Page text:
day is done." The puzzling sons of party next appear'a,

Here lurk'd a wretch, who had not crept abroad In dark cabals and nightly juntos met; (rear'd For forty years, ne face of nortal seen; And now they whisper”d close, now shrugging In chamber brooding like a loathly toad : Th' important shoulder; then, as if to get And sure his linen was not very clean. New light, their twinkling cyes were inward set. Through secret loop-holes, that had practis d No sooner Lucifer recals affairs,

Near to his bed, his dinner vile he took; [been Than forth they various rush in mighty fret; Unkempt, and rough, of squalid face and mien, When, lo! push'd up to power, and crown'd Our castle's shame! whence, from his filthy their cares,

(stairs.

nook, In comes another sett, and kicketh them down We drove the villain out for fitter lair to look

One day there chaunc'd into these halls to rove Full oft by holy feet our ground was trol, A joyous youth, who took you at first sight; Of clerks good plenty here yon mote espy. Him the wild wave of pleasure hither drove, A little, round, fat, oily man of God, Before the sprightly tempest tossing light : Was one I chiefly mark'd among the fry: Certes, he was a most engaging wight,

He bad a roguish twinkle in his eye, Of social glee, and wit humane though keen, And shone all glittering with ungodly dex, Turning the night to day and day to night : If a tight damsel chaunc'd to trippen by ; For him the merry bells had rung, I ween,

Which when obseryd, he shrunk into his mee, I in this nook of quiet bells had ever been. And straight would recollect his piety anew. But not ev'n pleasure to excess is good :

Nor be forgot a tribe, who minded nought What most elates then sinks the soul as low :

(Old inmates of the place) but state-affairs : When spring-tide joy pours in with copious food, They look'd perdie, as if they deeply thought; The higher still th' exulting billows flow,

And on their brow sat every nation's cares. The farther back again they dagging go,

The world by them is parcel'd out in shares, And leave us grovcling on the dreary shore : When in the ball of smoak they congress hold, Taught by this son of joy, we found it so; And the sage berry sun-barnt Mocha bears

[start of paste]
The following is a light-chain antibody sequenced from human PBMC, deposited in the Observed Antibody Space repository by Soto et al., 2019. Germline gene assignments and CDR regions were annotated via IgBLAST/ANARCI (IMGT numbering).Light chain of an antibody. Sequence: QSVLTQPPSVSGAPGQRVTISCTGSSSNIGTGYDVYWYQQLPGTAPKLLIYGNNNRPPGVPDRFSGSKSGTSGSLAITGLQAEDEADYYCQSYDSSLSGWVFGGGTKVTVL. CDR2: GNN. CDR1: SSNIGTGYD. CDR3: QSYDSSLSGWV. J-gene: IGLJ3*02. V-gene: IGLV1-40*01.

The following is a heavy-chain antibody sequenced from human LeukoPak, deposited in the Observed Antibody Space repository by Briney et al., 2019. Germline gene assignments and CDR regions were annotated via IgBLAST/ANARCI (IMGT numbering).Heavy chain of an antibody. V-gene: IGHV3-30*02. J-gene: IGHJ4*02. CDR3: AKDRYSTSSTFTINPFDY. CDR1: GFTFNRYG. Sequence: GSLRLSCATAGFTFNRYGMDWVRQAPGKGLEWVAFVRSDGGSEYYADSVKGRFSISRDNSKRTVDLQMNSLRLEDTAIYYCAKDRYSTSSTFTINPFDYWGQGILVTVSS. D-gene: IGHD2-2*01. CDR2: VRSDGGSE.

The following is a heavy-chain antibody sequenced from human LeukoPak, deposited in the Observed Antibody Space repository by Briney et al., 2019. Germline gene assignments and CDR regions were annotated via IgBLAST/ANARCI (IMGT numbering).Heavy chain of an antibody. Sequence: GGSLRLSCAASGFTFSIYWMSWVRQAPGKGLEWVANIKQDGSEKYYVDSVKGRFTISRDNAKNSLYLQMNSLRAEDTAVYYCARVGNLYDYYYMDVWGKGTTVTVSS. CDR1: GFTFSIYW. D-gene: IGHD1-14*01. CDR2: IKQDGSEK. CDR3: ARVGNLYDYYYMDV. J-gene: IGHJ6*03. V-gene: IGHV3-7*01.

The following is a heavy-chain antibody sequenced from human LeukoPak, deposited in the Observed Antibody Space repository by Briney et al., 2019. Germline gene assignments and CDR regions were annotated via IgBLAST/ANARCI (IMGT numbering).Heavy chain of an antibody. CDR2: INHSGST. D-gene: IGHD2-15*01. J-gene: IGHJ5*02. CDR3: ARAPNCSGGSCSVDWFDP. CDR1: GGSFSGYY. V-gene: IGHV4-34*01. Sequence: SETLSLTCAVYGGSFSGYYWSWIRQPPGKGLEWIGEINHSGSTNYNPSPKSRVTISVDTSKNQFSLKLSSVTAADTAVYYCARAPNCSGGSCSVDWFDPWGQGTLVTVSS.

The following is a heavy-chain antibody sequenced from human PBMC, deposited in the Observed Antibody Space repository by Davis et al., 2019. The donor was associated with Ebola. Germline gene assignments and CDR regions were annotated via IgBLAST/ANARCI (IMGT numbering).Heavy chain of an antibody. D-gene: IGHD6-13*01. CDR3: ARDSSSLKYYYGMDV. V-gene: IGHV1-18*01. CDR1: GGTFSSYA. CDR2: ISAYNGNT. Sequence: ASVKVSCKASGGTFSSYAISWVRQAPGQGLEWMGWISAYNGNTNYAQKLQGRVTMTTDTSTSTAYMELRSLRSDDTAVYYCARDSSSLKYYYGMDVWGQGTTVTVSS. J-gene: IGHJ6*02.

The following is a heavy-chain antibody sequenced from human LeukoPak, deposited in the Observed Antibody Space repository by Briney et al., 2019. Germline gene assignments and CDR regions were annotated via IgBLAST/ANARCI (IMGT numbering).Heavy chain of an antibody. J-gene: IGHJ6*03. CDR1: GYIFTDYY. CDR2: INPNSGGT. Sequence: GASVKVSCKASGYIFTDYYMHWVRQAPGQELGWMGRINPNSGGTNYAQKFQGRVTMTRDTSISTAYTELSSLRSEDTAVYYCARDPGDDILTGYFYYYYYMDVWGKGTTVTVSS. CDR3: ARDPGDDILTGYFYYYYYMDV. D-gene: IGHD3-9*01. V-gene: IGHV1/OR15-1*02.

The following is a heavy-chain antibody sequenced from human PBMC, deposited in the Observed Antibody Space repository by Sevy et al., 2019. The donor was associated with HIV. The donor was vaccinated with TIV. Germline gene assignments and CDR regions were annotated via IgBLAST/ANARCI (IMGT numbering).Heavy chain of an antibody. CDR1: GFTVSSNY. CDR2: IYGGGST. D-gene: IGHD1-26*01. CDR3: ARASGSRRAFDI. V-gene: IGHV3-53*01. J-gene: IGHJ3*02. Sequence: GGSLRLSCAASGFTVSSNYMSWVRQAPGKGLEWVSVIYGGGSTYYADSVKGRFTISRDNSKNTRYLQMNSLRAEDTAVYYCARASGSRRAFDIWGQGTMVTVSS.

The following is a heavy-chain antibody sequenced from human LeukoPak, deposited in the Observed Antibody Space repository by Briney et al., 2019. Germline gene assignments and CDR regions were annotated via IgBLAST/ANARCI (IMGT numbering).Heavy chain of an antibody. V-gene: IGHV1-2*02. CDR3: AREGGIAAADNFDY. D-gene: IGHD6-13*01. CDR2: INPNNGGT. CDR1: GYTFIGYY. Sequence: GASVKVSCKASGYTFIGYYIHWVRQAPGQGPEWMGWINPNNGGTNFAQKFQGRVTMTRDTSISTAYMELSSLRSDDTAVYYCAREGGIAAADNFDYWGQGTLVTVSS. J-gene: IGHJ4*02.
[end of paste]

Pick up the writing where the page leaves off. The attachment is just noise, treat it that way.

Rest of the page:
Who, whilst he staid, kept in a gay uproar Has cleard their inward eye: then, smoak-enOur madden'd castle all, th' abode of sleep no more.

roll'd, As when in prime of June a burnish'd fly, (along, Their oracles break forth mysterious as of old. Sprung from the meads, o'er which he sweeps

Here languid Beauty kept her pale fac'd court: Cheer'd by the breathing bloom and vital sky,

Bevies of dainty dames, of high degree, Tunes up amid these airy halls his song,

From every quarter hither made resort; Soothing at first the gay reposing throng :

Where, from gross mortal care and business free, And oft he sips their bowl; or, nearly drown'd,

They lay, pour'd out in ease and luxury, He, thence recovering, drives their beds among, Or should they a vain show of work assume, And scares their tender sleep, with trump pro

Alas! and well-a-day! what can it be? found;

To knot, to twist, to range the vernal bloom; Then out again he flies, to wing his mazy round.

But far is cast the distaff, spinning-wheel, and Another guest there was, of sense retin'd,

loom. Who felt each worth, for every worth he bad;

Their only labour was to kill the time; Serene, yet warı, humane, yet firm bis mind,

And labour dire it is, and weary woe. As little touch'd as any man's with bad :